The Denver Broncos were out of the AFC playoff picture when Fox reluctantly read the billboards and started playing God’s favorite quarterback. He knew that kid couldn’t get out of his own way, so he deliberately called plays that Tim Tebow couldn’t possibly run because, well, nothing says “football” like sabotaging your own team’s success for the sake of proving a point.
Except Tim Tebow kept right on winning. On January 8, the Broncos found themselves IN the playoffs and facing the Pittsburgh Steelers. The Steelers, like Fox, weren’t buying. The Steelers decided to put nine guys in the box and triple-dawg dared Tebow to throw long, into precise windows.
316 passing yards, two passing touchdowns, one rushing touchdown, and a rating of 125.5 later, Tim Tebow had Tebow’ed the Steelers 29-23.
So, after leading his team to the playoffs and a win over a superior AFC opponent, Tebow was unmercifully shipped off to the perpetual circus that is the New York Jets because he clearly can’t play.
Eli Manning is straight kryptonite to Tom Brady. Twice, the New York Football Giants have faced the New England Patriots in an All-Nor’easter Super Bowl. Twice, Eli Manning has led his team to victory.
Of greater importance, however, is the fact that Little Brother Eli is now 2-0 in the last football game of the season, while Large-Headed Peyton remains stuck on One More Than Dan Marino.
March 16 is the exact day your NCAA bracket went up in flames. That’s the day that TWO 15-seeds (Norfolk St. and Lehigh, respectively) excused TWO 2-seeds (Missouri and Duke, respectively) from any further basketball in 2012.
For the historically-minded, the 15-2 upset has occurred exactly six times in NCAA tournament history. It hadn’t happened since 2001 (Hampton over Iowa State), and it is the first time it happened TWICE in the same tournament on the same day.
And no, I’m not bitter at the way Fitty Friggin’ Dollars just walked out of my pocket. Not. Bitter. At. All.
On May 1, 2012, the baseball season being not quite a month old, the standings in the National League Central stood as follows:
St. Louis 16-9
For those keeping count of such things, the Cubs were not only last in a division which featured one team at .500 and three teams BELOW .500, but they weren’t even the worst team in baseball. Meanwhile, the wait for next year continues…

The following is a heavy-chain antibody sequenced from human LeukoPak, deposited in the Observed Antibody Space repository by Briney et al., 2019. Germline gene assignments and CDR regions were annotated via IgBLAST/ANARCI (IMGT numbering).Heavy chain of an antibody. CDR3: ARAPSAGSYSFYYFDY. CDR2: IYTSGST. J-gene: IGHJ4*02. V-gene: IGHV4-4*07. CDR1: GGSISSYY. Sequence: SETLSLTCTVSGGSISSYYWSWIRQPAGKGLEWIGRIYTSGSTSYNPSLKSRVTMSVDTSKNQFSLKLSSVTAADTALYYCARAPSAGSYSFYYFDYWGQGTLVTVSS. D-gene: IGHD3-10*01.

The thickest female athlete of all time put a Compton-style beatdown on the entire women’s field at Wimbledon for the one-two-three-fo-FI’F time (the 14th Grand Slam Championship of her illustrious career) and all the (white) talking heads could talk about was her li’l celebration after winning Big-Azz Gold Plate Number Five.
Far as I’m concerned, when you’ve been as good as she has as long as she has, and you had to put up with being left off Centre Court year after racist-azz year until they couldn’t stop you from playing there, welp, they lucky she didn’t make it clap after winning…cnlqwekrnG4N’QGNOIOVVASAEKL
(Editor’s Note: the author forgot he was still typing while imagining Serena Williams making it clap.)
Whoever is in charge of international cycling said that Lance Armstrong cheated when he won all seven of his Tour de France championships and, full of righteous indignation, announced that they were stripping him of all of those falsely won titles.
It’s worth noting that they have simply left those years vacant, as actually awarding the title to whoever finished behind Lance all those years would mean awarding the title to…wait for it…yet another convicted bike cheater.
This is why I hate false righteous indignation. We know that err’body was cheating. Thus, Lance’s “cheating” was really “leveling the playing field.” All of them were on the same drugs and he was better. How is that cheating? Sooner or later, drugs or not, it’s all about one man, one mountain, and one bicycle, and NOBODY did it better than the Big Texan.
Plus, he whupped cancer’s azz.